I consult with a lot of parents and though their circumstances are often unique there are commonalities that continue to emerge.
My child is very bright, but isn’t thriving in the ‘regular’ school stream. In other words, my child’s teacher doesn’t understand how to reach him/her.
The common thread is that something crucial is being overlooked; it’s that the environment, in which the learning is supposed to happen, isn’t right. You can’t grow a tulip underwater, you need the right environment.
There seems to be a lot of reliance, in the traditional teaching approaches, on the idea that—if you build it, they will come. This doesn’t sit well with me for two reasons.
1. Not all kids will absorb knowledge like water, just by being surrounded by it.
2. Not all kids will pick up skills by osmosis, or simply being around other kids who are learning.
So what are some practical ways to meet your child’s needs and to ensure that the environment is optimal for growth?
1. Consider motivation to perform as important as any other goal.
If you aren’t motivated, you won’t do well. It’s really quite simple! Target motivation systematically; depending on your child’s level/age/ability this can look different but usually involves some combination of the following.
-Provide a clear answer to the question “what’s in it for me?”
Your child won’t be intrinsically motivated to perform for the sheer satisfaction of task completion (sorry to burst your bubble :P). Kids want to know…if I finish my work, I’m one step closer to my favourite x, y, z (book, activity, praise and positive attention, a sticker on my sticker chart, a check mark on my task list, recess, a science experiment, etc.)
A teacher may say that their classroom doesn’t work like that, or that they can’t allow a child to gain access to a special prize or else all the kids will want it. My response to that is that teachers have the power to embed these kinds of contingencies into their daily routine; what comes after work is the pay off, and they owe it to their students to make it happen. It does NOT have to be (and SHOULDN’T BE) something outside the typical school day (like a cookie, a jelly bean or…a BRAND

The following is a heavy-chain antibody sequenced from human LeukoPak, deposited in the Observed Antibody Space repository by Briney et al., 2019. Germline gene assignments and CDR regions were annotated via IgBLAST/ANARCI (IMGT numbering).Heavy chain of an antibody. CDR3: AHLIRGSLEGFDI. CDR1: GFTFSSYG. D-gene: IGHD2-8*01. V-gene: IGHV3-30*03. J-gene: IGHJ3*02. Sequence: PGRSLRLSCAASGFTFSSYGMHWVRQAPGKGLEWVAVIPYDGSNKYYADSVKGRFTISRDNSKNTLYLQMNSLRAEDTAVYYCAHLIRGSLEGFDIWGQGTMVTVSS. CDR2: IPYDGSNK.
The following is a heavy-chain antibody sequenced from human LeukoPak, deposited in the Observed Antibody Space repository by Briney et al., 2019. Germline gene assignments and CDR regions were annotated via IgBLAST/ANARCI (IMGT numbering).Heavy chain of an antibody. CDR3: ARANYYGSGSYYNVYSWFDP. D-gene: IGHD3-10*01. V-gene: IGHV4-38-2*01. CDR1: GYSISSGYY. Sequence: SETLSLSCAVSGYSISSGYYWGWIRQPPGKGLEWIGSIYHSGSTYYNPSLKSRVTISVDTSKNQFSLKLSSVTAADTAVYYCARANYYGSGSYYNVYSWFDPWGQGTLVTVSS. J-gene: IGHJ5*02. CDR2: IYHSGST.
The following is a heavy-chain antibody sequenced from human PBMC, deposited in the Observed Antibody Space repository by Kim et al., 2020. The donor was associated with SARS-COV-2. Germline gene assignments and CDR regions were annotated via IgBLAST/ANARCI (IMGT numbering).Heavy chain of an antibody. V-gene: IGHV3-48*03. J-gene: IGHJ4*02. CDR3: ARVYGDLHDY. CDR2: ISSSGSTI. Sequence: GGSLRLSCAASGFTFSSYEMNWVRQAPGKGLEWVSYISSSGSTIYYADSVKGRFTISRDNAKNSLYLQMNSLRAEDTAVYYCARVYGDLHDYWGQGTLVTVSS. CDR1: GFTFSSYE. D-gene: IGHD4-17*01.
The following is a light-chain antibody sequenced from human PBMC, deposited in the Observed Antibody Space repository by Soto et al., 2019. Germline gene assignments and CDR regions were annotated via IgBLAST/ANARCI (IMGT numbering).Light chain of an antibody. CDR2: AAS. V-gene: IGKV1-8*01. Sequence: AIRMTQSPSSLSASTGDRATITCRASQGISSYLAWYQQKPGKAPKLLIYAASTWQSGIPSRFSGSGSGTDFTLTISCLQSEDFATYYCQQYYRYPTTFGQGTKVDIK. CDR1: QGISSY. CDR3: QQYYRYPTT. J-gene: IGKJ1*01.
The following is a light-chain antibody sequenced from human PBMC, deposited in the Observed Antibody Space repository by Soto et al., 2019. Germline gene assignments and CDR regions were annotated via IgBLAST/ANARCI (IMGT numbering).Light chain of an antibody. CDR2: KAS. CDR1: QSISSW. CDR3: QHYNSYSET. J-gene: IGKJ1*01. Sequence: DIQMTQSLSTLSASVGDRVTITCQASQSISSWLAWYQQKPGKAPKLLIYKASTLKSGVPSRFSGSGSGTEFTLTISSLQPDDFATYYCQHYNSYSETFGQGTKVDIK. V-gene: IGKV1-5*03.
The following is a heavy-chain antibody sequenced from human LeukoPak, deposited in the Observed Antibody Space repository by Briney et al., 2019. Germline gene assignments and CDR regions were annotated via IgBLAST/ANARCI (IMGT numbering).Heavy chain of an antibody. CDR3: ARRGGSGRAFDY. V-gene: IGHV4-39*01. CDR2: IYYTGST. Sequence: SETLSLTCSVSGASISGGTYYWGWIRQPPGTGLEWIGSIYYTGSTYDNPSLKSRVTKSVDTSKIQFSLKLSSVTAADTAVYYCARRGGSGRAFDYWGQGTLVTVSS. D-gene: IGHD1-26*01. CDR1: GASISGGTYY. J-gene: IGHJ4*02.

NEW CAR), get creative and start motivating!
-Compartmentalize goals so that work tasks are not overwhelming.
If you present me with the requirement to write a 30 page thesis, you’ve lost me already. If you present me with a few steps (pick a topic that interests me and do some background research) I’m much more likely to feel like I can do it. If I feel I can achieve the end result, I am less likely to be overwhelmed/frustrated by it.
2. Start talking their language!
You want to make sure your students are listening? Speak to them at their level, in a way that makes sense to them; by the way, this also helps with motivation!
You can achieve this in 2 ways:
1. Use student interests as the starting point for lessons.
2. Literally speak their language; if your student communicates most effectively in short (2-3 word sentences, or 4-5 words or using pictures) consider this a clue to how they best understand you. [I’m not saying never utter a longer sentence in their presence, but if you’re speaking to them specifically—show them that you ‘get it’ and that you can slow down, cut out filler words, and isolate the main idea.]
Consider the difference between…. “Ok friend’s it’s time to come to the carpet and start learning about science!” “Carpet time. It’s science!”
3. Generalization is half the battle! -Homework
Please don’t think that because the student is struggling, you shouldn’t provide homework. Homework is an opportunity to practice, and practice helps learning—it’s a no brainer. If you’re child isn’t getting homework it is a good idea to ask for it. It’s also a good idea to let your child know that if they aren’t feeling motivated to do their work in class it will (reliably) be sent home. Opting out is simply not an option. Your choices are doing it now, or doing it later.
For a lot of kids, repetition is the key to long term learning. There is a difference between having learned something (or being in the room when something was taught) and being able to use that skill fluently. Repetition yields fluency (and reduced frustration).
-Reliable skill performance across people Knowing how to do something with only one person (i.e. a child that can perform math equations in the presence of the math teacher, but not when the work is brought home) is not a testament to your fabulous teaching capabilities. If you’re not thinking about how to set your students up to succeed when you’re not there, you are only doing half the job. Consider that in order for a skill to be acquired, a child should be able to perform the skill in any reasonable environment (home or school) and with any person supporting them (teacher, EA, mom, dad, big sister, tutor, etc.)
If you want more tips for creating the ideal learning environment for your child, feel free to reach out to me directly. I can only provide general recommendations in a forum like this, but am happy to consult on individual obstacles which pertain specifically to your child (or your classroom, if you’re a teacher).